9. Shear and loading in channels: Oscillatory shearing and edge currents of superconducting vortices

    NASA Astrophysics Data System (ADS)

    Wambaugh, J. F.; Marchesoni, F.; Nori, Franco

    2003-04-01

    Via computer simulations we study the motion of quantized magnetic flux-lines, or vortices, confined to a straight pin-free channel in a strong-pinning superconducting sample. We find that, when a constant current is applied across this system, a very unusual oscillatory shearing appears, in which the vortices moving at the edges of the channel periodically trail behind and then suddenly leapfrog past the vortices moving in the inner rows. For small enough driving forces, this oscillatory shearing dynamic phase is replaced by a continuous shearing phase in which the distance between initially-nearby vortices grows in time, quickly destroying the order of the lattice. An animation of this novel “oscillatory leapfrogging shear” effect of the vortex edge currents appears in http://www-personal.engin.umich.edu/˜nori/channel/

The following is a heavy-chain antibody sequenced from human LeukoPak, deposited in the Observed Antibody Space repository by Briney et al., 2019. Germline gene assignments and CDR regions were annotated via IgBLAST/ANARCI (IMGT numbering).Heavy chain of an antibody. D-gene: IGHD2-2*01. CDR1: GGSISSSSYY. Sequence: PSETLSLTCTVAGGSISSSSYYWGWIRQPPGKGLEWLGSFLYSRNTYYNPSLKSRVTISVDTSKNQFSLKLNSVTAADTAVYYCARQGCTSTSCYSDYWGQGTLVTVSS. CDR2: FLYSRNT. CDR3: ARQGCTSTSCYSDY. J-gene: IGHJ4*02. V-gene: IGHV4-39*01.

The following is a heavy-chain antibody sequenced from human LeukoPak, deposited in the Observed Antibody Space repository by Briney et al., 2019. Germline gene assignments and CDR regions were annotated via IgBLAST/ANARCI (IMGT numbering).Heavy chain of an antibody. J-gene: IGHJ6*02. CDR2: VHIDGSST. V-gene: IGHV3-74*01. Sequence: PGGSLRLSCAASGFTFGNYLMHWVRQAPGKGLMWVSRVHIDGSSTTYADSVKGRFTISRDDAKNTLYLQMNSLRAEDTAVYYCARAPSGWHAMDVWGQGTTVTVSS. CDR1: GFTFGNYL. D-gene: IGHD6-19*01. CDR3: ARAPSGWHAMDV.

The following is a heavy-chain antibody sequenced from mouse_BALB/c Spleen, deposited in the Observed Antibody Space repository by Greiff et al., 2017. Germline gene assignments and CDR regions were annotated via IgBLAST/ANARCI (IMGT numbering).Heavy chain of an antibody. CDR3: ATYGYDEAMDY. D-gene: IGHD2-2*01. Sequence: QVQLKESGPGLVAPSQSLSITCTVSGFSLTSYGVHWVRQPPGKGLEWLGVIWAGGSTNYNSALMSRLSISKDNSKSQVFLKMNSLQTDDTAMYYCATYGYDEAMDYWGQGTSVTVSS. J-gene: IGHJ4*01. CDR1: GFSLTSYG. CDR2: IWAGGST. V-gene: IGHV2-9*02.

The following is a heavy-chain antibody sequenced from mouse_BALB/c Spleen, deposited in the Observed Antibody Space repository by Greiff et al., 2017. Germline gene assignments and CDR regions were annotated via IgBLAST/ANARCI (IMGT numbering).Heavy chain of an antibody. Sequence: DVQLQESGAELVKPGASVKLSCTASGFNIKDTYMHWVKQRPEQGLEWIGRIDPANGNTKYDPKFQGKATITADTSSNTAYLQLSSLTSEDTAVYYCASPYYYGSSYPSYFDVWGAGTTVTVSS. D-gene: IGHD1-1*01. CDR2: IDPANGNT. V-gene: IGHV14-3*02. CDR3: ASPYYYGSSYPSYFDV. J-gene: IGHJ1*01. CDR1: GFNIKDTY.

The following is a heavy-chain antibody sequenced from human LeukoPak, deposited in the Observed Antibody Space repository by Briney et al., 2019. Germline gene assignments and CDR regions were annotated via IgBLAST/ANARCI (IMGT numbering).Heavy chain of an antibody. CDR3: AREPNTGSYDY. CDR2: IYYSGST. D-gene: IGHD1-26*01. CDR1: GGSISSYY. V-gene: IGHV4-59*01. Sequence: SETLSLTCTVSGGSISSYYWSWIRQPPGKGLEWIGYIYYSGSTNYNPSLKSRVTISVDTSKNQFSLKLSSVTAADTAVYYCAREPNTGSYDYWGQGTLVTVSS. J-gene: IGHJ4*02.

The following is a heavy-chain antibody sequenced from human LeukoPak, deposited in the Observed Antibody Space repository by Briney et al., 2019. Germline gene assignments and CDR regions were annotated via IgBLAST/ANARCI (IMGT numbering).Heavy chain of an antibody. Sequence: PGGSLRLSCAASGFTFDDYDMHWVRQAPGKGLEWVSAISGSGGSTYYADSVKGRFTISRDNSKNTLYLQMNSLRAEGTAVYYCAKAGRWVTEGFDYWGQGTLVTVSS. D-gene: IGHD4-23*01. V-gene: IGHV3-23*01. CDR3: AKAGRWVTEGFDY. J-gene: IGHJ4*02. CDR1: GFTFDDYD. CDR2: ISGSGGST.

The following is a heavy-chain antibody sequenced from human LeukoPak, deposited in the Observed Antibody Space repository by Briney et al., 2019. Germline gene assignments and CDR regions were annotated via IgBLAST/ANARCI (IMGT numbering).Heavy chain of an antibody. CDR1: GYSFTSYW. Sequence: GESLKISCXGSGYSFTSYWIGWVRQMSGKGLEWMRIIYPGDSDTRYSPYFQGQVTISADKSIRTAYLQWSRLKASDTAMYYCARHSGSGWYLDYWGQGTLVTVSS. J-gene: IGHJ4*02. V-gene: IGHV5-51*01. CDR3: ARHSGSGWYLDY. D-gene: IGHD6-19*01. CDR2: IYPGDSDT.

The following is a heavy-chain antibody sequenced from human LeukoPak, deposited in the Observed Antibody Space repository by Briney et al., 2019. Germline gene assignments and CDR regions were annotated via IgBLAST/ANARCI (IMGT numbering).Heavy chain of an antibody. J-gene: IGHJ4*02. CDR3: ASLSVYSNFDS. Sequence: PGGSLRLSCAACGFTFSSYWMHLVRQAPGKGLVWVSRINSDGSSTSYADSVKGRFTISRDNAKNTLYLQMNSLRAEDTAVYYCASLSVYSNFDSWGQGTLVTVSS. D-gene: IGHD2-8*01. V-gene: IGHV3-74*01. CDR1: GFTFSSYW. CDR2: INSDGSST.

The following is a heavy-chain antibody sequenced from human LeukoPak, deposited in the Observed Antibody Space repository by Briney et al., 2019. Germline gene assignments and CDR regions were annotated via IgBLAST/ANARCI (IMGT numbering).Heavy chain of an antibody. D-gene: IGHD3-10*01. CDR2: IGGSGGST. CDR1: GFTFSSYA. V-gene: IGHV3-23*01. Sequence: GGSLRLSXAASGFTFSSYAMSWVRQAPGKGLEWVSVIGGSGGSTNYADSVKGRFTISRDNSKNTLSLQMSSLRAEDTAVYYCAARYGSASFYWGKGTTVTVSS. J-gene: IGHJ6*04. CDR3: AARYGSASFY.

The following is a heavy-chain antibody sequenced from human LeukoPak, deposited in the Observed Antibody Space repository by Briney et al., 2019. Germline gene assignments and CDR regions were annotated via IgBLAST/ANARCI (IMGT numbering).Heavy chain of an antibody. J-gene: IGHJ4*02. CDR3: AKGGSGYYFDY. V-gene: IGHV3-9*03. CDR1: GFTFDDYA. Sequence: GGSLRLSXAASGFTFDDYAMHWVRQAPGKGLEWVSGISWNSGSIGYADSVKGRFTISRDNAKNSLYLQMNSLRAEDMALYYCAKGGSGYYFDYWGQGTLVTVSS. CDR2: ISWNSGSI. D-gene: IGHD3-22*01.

10. Cortico-pallidal oscillatory connectivity in patients with dystonia.

    PubMed

    Neumann, Wolf-Julian; Jha, Ashwani; Bock, Antje; Huebl, Julius; Horn, Andreas; Schneider, Gerd-Helge; Sander, Tillmann H; Litvak, Vladimir; Kühn, Andrea A

    2015-07-01